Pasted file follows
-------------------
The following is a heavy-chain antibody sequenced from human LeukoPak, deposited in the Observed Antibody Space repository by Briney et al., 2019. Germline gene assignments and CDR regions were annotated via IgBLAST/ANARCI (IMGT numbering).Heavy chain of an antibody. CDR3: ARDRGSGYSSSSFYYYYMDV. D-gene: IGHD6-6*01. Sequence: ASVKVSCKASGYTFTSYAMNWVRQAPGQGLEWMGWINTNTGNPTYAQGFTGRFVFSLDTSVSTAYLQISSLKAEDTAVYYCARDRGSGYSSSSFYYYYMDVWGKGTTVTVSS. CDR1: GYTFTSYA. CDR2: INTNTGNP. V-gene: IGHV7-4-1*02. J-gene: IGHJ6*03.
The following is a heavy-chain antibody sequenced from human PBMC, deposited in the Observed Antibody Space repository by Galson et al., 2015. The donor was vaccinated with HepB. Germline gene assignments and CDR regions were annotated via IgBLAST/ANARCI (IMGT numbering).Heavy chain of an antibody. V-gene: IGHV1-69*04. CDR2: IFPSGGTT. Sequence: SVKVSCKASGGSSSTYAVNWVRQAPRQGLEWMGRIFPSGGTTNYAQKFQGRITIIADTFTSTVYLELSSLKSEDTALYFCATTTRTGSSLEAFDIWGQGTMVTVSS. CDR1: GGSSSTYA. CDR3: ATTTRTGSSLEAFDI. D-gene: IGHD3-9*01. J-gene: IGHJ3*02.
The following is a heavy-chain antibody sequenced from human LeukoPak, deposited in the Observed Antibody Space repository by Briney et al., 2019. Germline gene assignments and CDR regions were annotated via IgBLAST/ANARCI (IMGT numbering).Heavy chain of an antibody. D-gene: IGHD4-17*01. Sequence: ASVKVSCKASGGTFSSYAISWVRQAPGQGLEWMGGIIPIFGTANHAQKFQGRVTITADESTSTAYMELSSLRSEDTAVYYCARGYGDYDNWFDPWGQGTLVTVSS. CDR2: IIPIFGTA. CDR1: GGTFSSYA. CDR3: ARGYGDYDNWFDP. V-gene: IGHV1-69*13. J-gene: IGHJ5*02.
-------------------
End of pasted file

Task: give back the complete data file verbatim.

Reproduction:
The following is a heavy-chain antibody sequenced from human LeukoPak, deposited in the Observed Antibody Space repository by Briney et al., 2019. Germline gene assignments and CDR regions were annotated via IgBLAST/ANARCI (IMGT numbering).Heavy chain of an antibody. CDR3: ARDRGSGYSSSSFYYYYMDV. D-gene: IGHD6-6*01. Sequence: ASVKVSCKASGYTFTSYAMNWVRQAPGQGLEWMGWINTNTGNPTYAQGFTGRFVFSLDTSVSTAYLQISSLKAEDTAVYYCARDRGSGYSSSSFYYYYMDVWGKGTTVTVSS. CDR1: GYTFTSYA. CDR2: INTNTGNP. V-gene: IGHV7-4-1*02. J-gene: IGHJ6*03.
The following is a heavy-chain antibody sequenced from human PBMC, deposited in the Observed Antibody Space repository by Galson et al., 2015. The donor was vaccinated with HepB. Germline gene assignments and CDR regions were annotated via IgBLAST/ANARCI (IMGT numbering).Heavy chain of an antibody. V-gene: IGHV1-69*04. CDR2: IFPSGGTT. Sequence: SVKVSCKASGGSSSTYAVNWVRQAPRQGLEWMGRIFPSGGTTNYAQKFQGRITIIADTFTSTVYLELSSLKSEDTALYFCATTTRTGSSLEAFDIWGQGTMVTVSS. CDR1: GGSSSTYA. CDR3: ATTTRTGSSLEAFDI. D-gene: IGHD3-9*01. J-gene: IGHJ3*02.
The following is a heavy-chain antibody sequenced from human LeukoPak, deposited in the Observed Antibody Space repository by Briney et al., 2019. Germline gene assignments and CDR regions were annotated via IgBLAST/ANARCI (IMGT numbering).Heavy chain of an antibody. D-gene: IGHD4-17*01. Sequence: ASVKVSCKASGGTFSSYAISWVRQAPGQGLEWMGGIIPIFGTANHAQKFQGRVTITADESTSTAYMELSSLRSEDTAVYYCARGYGDYDNWFDPWGQGTLVTVSS. CDR2: IIPIFGTA. CDR1: GGTFSSYA. CDR3: ARGYGDYDNWFDP. V-gene: IGHV1-69*13. J-gene: IGHJ5*02.